Internet Freedom – This Affects All Of Us, Man!
The Internet is the most powerful tool in the entire world. In all of its unregulated glory, people around the world come together to share anything they want. This has its arguable pros and cons, but for the most part results in a very rich, worldwide community built around sharing ideas.
However, in the last few years there has been a movement to regulate the Internet, and the US government has been at the forefront of this movement. Perhaps you have heard of the SOPA and CISPA bills? Or maybe you haven’t. They kind of get buried in the news with all the other things going on in the world. Either way, with all of these Internet related acronyms being thrown around, you might not know what they even mean, let alone what they could do to the Internet (and your personal freedoms).
First, there was SOPA – The Stop Online Piracy Act. This legislation was disguised as a way to stop piracy, fight online copy protection, and prevent counterfeit goods from being sold via the Internet. However, the wording of the bill allowed for pretty much anything that was copyrighted and used by someone other than the copyright holder to be stopped and potentially prosecuted in a court of law. When I say anything, I mean anything. If you had a personal sports blog with an awesome shot of Tim Tebow doing his pose, the NFL and Tebow could be on your doorstep the next day with a handful of papers summoning you to court in the near future. Think about it. This law would singlehandedly remove half the content from the Internet. There would be no more videos of 5-year-old prodigies playing Slayer songs on guitar, Internet memes, popular blogs, or fan art of any kind. This bill was worded to take all of them down in one swoop.
Something else to mention is the fact that the founder of this bill, Lamar A. Smith, violated these terms on his own campaign website. He used a copyrighted image as a background for his website, but did not give credit to the photographer, nor did he even get permission to use it. If the founder of this bill could not properly follow the rules, how does he expect the rest of the country to? Luckily, SOPA was stopped before it even got to President Obama’s desk.
Exactly one year after SOPA, congress was at it again. CISPA, or the Cyber Intelligence Sharing and Protection Act, is a proposed law that would act as an addition to the National Security Act of 1947. You might be thinking, especially in light of recent events, that we need more national security. However, this turned out to be a Trojan horse for Internet surveillance.
On the outside, CISPA is crafted to appear like firewall for cyber protection and a safeguard against cyber-terrorism. However, it reaches much further than you might think. If this bill were passed into law, it would give major corporations the authority to hack anyone they wanted in the name of “defense.” I put defense in quotes because the definition was so loosely written that it would allow corporations to do almost anything they wanted. These major corporations would essentially have the unrestricted power and legal backing to do what organizations like Anonymous do illegally, and they could do this solely for their own gain.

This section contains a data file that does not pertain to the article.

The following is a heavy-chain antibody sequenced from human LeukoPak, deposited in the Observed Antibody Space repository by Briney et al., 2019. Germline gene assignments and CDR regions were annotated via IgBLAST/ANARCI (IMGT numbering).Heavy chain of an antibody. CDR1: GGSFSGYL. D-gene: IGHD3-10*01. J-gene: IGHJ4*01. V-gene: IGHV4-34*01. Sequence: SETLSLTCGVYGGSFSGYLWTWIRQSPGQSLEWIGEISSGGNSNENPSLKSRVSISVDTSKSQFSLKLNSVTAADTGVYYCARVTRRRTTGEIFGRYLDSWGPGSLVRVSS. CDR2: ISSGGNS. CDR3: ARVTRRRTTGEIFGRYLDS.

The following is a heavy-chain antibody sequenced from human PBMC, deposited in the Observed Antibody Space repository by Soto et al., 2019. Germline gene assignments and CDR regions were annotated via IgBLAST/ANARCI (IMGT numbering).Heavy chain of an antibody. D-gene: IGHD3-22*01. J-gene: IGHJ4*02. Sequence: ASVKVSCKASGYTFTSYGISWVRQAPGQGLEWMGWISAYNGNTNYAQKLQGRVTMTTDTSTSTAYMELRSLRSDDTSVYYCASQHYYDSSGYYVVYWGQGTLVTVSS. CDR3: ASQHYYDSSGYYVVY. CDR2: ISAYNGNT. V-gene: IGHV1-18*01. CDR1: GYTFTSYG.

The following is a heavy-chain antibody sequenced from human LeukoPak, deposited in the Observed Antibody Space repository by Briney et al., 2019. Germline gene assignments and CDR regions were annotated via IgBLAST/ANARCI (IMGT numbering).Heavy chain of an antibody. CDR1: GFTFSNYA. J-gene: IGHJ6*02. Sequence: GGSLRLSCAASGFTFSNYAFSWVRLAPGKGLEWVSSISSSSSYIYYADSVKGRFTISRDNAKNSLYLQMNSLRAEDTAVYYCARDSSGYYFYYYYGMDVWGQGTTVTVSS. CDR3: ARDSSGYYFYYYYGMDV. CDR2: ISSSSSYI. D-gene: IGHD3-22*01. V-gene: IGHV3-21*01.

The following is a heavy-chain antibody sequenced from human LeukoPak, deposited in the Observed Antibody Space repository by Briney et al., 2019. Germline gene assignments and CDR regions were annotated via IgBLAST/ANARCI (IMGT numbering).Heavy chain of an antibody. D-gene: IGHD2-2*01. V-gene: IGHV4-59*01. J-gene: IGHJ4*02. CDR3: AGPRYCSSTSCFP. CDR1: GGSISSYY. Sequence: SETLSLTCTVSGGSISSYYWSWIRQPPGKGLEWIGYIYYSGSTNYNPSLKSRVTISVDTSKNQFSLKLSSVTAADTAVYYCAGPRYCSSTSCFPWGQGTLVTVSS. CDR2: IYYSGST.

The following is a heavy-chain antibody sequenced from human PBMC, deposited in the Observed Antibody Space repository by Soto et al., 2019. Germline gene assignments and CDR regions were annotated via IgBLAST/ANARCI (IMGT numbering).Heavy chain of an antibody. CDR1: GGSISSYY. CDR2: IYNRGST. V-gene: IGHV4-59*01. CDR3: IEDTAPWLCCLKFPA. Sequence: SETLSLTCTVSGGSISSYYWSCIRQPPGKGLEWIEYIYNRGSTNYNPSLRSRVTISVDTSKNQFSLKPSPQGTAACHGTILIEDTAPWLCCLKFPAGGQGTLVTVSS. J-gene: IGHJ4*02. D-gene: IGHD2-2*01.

The other side to this is that the US government would work hand in hand with many major organizations (mainly cable, phone, and internet providers) to exchange personal records and data. With endorsements and partnerships including AT&T, Time Warner Cable, Comcast, Verison, McAfee, and even the National Cable and Telecommunications Association, the government could quickly learn EVERYTHING about you.
The government could also monitor you based on your Internet activity, even if you do not commit a crime. The simple act of Googling something moderately off color could result in you being instantly monitored for an indefinite period of time. It doesn’t stop there, though. The monitoring goes multiple layers deep, meaning that if you are being monitored then they legally could monitor your friends, your friend’s friends, and even your friend’s friend’s friends. This bill does all this without a warrant, without telling you afterwards, and without providing any protection for the people.
This is not just limited to the FBI or NSA though, other government organizations like the IRS, FEMA, The US Postal Service, and even 4-H could monitor anyone they want. Your 4th Amendment rights would be thrown right out the window. To me, that is absolutely frightening, a blatant first step towards an Orwellian society, and a huge invasion of personal privacy, especially when the vast majority of the country is doing absolutely nothing wrong.
A few months ago, this bill passed in the House by a landslide. However, it quickly died in the Senate. It has recently been brought up again for some reason (even though Congress clearly has better things to do…like passing a budget). Regardless, President Obama has vowed to veto any legislation of this matter that comes across his desk. Still, it is shocking that it even got that far.
SOPA and CISPA could rear their ugly faces again any day now. We all need to be on the look out for these bills. The lobbyists in Washington are pumping millions and millions of dollars into the effort to get these passed. Not only would it completely destroy our basic freedoms and rights to privacy, but also it would just be another step in promoting these super-corporations to be above the law. We, as a nation, have already angered everyone with the spying scandal uncovered by Edward Snowden. This would just add to the fire. Do we really need more protection at the cost of more of our civil liberties? Do we really need protection at the cost of other nations abandoning the American Internet and establishing their own separate version? Think about it, and be on the look out for more to come. I don’t see this issue going away any time soon.